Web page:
UCLA researchers developed a method of placing graphite oxide paper in a solution of pure hydrazine (a chemical compound of nitrogen and hydrogen), which reduces the graphite oxide paper into single-layer graphene.
This is the first reported instance of using hydrazine as the solvent. The graphene produced from the hydrazine solution is also a more efficient electrical conductor. Field-effect devices display output currents three orders of magnitude higher than previously reported using chemically produced graphene.
Kaner and Kang's co-authors on the research were doctoral students Vincent Tung, from Yang's lab, and Matthew Allen, from Kaner's lab.
"We have discovered a route toward solution processing of large-scale graphene sheets," Tung said. "These breakthroughs represent the future of graphene nanoelectronic research."
The coverage of the graphene sheets can be controlled by altering the concentration and composition of the hydrazine solution. This hydrazine method also preserves the integrity of the sheets, producing the largest-area graphene sheet yet reported, 20 micrometers by 40 micrometers. A micrometer is one-millionth of a meter, while a nanometer is one billionth of a meter.
"These graphene sheets are by far the largest produced, and the method allows great control over deposition," Allen said. "Chemically converted graphene can now be studied in depth through a variety of electronic tests and microscopic techniques not previously possible."
The abstract for the Nature Nanotechnology paper "High-throughput solution processing of large-scale graphene" is here
The electronic properties of graphene, such as high charge carrier concentrations and mobilities, make it a promising candidate for next-generation nanoelectronic devices. In particular, electrons and holes can undergo ballistic transport on the sub-micrometre scale in graphene and do not suffer from the scale limitations of current MOSFET technologies. However, it is still difficult to produce single-layer samples of graphene and bulk processing has not yet been achieved, despite strenuous efforts to develop a scalable production method. Here, we report a versatile solution-based process for the large-scale production of single-layer chemically converted graphene over the entire area of a silicon/SiO2 wafer. By dispersing graphite oxide paper in pure hydrazine we were able to remove oxygen functionalities and restore the planar geometry of the single sheets. The chemically converted graphene sheets that were produced have the largest area reported to date (up to 20 40 m), making them far easier to process. Field-effect devices have been fabricated by conventional photolithography, displaying currents that are three orders of magnitude higher than previously reported for chemically produced graphene6. The size of these sheets enables a wide range of characterization techniques, including optical microscopy, scanning electron microscopy and atomic force microscopy, to be performed on the same specimen.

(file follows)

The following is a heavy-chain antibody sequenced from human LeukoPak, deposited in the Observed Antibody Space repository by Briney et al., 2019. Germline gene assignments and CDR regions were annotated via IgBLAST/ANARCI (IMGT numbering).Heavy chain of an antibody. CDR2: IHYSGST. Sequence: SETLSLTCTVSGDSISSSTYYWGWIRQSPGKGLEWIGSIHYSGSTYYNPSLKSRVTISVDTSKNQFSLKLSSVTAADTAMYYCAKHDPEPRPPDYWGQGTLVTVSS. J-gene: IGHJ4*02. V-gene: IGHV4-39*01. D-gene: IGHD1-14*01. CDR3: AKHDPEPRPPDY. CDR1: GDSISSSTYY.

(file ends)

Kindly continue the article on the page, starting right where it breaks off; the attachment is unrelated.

A 9 page supplement for the research is here